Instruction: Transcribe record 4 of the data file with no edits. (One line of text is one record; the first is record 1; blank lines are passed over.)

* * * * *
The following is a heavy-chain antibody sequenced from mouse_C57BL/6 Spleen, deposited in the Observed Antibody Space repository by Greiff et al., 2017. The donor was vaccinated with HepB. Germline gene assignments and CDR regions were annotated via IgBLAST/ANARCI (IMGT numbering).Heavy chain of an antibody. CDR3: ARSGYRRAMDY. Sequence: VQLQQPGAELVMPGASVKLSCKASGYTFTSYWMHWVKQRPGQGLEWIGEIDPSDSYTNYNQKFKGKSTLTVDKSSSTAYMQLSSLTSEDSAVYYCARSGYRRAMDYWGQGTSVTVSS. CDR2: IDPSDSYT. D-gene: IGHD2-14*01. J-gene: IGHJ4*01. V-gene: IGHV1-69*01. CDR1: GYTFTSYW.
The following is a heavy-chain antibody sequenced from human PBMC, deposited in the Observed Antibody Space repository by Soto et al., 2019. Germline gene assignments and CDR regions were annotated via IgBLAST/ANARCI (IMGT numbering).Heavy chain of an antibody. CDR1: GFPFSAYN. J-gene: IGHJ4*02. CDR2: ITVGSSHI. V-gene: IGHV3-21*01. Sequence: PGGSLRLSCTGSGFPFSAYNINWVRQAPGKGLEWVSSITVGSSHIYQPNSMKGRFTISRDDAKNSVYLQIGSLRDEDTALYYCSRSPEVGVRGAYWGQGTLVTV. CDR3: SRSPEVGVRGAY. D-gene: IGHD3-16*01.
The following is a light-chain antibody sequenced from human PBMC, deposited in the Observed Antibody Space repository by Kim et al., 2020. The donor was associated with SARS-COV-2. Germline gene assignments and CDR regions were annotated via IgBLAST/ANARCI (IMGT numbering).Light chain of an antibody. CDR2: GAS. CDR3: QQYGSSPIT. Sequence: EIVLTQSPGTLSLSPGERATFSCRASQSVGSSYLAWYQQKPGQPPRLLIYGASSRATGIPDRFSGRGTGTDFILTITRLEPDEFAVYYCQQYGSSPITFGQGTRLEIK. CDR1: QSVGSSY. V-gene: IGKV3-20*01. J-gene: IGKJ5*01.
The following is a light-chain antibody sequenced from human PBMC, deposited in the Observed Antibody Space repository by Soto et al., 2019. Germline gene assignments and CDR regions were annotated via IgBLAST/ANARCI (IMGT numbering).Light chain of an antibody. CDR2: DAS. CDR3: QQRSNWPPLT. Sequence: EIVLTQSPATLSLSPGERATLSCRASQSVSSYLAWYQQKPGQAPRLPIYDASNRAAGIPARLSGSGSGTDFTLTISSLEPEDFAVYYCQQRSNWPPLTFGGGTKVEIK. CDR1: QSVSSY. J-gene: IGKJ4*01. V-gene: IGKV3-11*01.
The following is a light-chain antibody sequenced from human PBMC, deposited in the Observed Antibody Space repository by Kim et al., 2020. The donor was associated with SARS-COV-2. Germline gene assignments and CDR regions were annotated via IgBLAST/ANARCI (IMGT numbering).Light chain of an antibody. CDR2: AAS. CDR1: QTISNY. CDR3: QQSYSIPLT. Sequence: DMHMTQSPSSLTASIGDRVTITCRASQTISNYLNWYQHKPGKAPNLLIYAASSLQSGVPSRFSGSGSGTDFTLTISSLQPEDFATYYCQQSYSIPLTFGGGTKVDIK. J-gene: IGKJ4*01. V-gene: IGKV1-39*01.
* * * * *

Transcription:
The following is a light-chain antibody sequenced from human PBMC, deposited in the Observed Antibody Space repository by Soto et al., 2019. Germline gene assignments and CDR regions were annotated via IgBLAST/ANARCI (IMGT numbering).Light chain of an antibody. CDR2: DAS. CDR3: QQRSNWPPLT. Sequence: EIVLTQSPATLSLSPGERATLSCRASQSVSSYLAWYQQKPGQAPRLPIYDASNRAAGIPARLSGSGSGTDFTLTISSLEPEDFAVYYCQQRSNWPPLTFGGGTKVEIK. CDR1: QSVSSY. J-gene: IGKJ4*01. V-gene: IGKV3-11*01.